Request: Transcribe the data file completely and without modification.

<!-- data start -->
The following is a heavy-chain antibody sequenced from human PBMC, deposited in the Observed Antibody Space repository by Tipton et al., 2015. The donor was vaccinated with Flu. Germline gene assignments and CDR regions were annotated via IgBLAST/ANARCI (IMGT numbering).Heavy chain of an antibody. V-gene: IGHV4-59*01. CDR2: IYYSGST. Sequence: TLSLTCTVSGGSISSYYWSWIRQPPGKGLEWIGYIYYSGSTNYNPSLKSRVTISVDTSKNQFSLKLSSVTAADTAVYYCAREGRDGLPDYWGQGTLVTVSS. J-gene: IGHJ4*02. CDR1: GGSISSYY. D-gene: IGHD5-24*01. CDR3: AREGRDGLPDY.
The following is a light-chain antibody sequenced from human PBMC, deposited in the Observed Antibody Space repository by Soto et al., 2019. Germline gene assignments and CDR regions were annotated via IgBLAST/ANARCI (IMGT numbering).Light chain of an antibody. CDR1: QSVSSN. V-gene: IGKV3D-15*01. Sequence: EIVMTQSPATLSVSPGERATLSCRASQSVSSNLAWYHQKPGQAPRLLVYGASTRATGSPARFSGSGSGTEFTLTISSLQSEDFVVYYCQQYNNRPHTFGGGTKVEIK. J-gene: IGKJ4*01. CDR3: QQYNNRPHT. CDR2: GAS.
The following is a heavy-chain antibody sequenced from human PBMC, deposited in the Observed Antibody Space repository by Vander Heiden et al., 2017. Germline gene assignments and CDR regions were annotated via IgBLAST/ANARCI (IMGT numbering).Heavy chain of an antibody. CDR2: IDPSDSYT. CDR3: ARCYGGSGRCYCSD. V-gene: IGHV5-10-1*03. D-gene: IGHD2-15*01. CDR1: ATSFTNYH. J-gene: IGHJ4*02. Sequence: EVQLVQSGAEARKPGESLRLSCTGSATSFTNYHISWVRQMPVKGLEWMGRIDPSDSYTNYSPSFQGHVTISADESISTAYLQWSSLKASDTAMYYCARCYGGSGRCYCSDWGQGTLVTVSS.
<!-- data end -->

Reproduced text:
The following is a heavy-chain antibody sequenced from human PBMC, deposited in the Observed Antibody Space repository by Tipton et al., 2015. The donor was vaccinated with Flu. Germline gene assignments and CDR regions were annotated via IgBLAST/ANARCI (IMGT numbering).Heavy chain of an antibody. V-gene: IGHV4-59*01. CDR2: IYYSGST. Sequence: TLSLTCTVSGGSISSYYWSWIRQPPGKGLEWIGYIYYSGSTNYNPSLKSRVTISVDTSKNQFSLKLSSVTAADTAVYYCAREGRDGLPDYWGQGTLVTVSS. J-gene: IGHJ4*02. CDR1: GGSISSYY. D-gene: IGHD5-24*01. CDR3: AREGRDGLPDY.
The following is a light-chain antibody sequenced from human PBMC, deposited in the Observed Antibody Space repository by Soto et al., 2019. Germline gene assignments and CDR regions were annotated via IgBLAST/ANARCI (IMGT numbering).Light chain of an antibody. CDR1: QSVSSN. V-gene: IGKV3D-15*01. Sequence: EIVMTQSPATLSVSPGERATLSCRASQSVSSNLAWYHQKPGQAPRLLVYGASTRATGSPARFSGSGSGTEFTLTISSLQSEDFVVYYCQQYNNRPHTFGGGTKVEIK. J-gene: IGKJ4*01. CDR3: QQYNNRPHT. CDR2: GAS.
The following is a heavy-chain antibody sequenced from human PBMC, deposited in the Observed Antibody Space repository by Vander Heiden et al., 2017. Germline gene assignments and CDR regions were annotated via IgBLAST/ANARCI (IMGT numbering).Heavy chain of an antibody. CDR2: IDPSDSYT. CDR3: ARCYGGSGRCYCSD. V-gene: IGHV5-10-1*03. D-gene: IGHD2-15*01. CDR1: ATSFTNYH. J-gene: IGHJ4*02. Sequence: EVQLVQSGAEARKPGESLRLSCTGSATSFTNYHISWVRQMPVKGLEWMGRIDPSDSYTNYSPSFQGHVTISADESISTAYLQWSSLKASDTAMYYCARCYGGSGRCYCSDWGQGTLVTVSS.